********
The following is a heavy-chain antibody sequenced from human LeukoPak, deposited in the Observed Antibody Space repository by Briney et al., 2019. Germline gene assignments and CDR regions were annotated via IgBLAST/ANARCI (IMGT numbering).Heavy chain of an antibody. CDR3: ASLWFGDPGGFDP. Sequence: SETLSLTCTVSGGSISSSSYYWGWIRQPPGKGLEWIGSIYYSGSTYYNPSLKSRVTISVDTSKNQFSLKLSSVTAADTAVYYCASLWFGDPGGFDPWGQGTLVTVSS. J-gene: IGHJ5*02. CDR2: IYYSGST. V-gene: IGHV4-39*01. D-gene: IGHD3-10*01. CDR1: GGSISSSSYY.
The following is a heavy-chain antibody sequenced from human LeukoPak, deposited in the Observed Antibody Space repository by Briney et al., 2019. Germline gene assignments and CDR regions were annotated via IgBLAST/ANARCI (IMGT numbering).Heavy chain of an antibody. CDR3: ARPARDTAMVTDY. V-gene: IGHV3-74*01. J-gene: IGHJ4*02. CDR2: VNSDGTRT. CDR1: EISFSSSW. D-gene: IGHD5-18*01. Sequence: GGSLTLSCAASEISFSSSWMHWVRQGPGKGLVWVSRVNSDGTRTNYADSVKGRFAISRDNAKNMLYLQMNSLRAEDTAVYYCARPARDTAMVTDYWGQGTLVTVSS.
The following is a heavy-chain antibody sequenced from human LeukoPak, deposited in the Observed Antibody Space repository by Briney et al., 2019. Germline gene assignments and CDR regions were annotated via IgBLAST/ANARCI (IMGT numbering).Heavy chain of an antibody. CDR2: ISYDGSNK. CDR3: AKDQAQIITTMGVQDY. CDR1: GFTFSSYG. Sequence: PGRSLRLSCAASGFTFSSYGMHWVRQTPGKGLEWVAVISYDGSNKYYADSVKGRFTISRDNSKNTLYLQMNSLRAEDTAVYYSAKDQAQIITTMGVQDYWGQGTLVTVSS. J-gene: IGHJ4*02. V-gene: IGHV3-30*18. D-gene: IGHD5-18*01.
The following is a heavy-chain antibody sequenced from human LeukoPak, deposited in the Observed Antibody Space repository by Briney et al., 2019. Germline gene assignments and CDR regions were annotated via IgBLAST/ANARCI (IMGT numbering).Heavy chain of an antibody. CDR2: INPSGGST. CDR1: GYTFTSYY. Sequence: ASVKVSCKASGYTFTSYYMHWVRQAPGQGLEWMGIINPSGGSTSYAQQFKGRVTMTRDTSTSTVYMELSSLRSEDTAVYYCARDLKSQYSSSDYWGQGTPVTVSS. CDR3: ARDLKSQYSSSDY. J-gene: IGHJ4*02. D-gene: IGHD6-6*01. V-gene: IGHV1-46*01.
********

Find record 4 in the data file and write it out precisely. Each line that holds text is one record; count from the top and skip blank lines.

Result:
The following is a heavy-chain antibody sequenced from human LeukoPak, deposited in the Observed Antibody Space repository by Briney et al., 2019. Germline gene assignments and CDR regions were annotated via IgBLAST/ANARCI (IMGT numbering).Heavy chain of an antibody. CDR2: INPSGGST. CDR1: GYTFTSYY. Sequence: ASVKVSCKASGYTFTSYYMHWVRQAPGQGLEWMGIINPSGGSTSYAQQFKGRVTMTRDTSTSTVYMELSSLRSEDTAVYYCARDLKSQYSSSDYWGQGTPVTVSS. CDR3: ARDLKSQYSSSDY. J-gene: IGHJ4*02. D-gene: IGHD6-6*01. V-gene: IGHV1-46*01.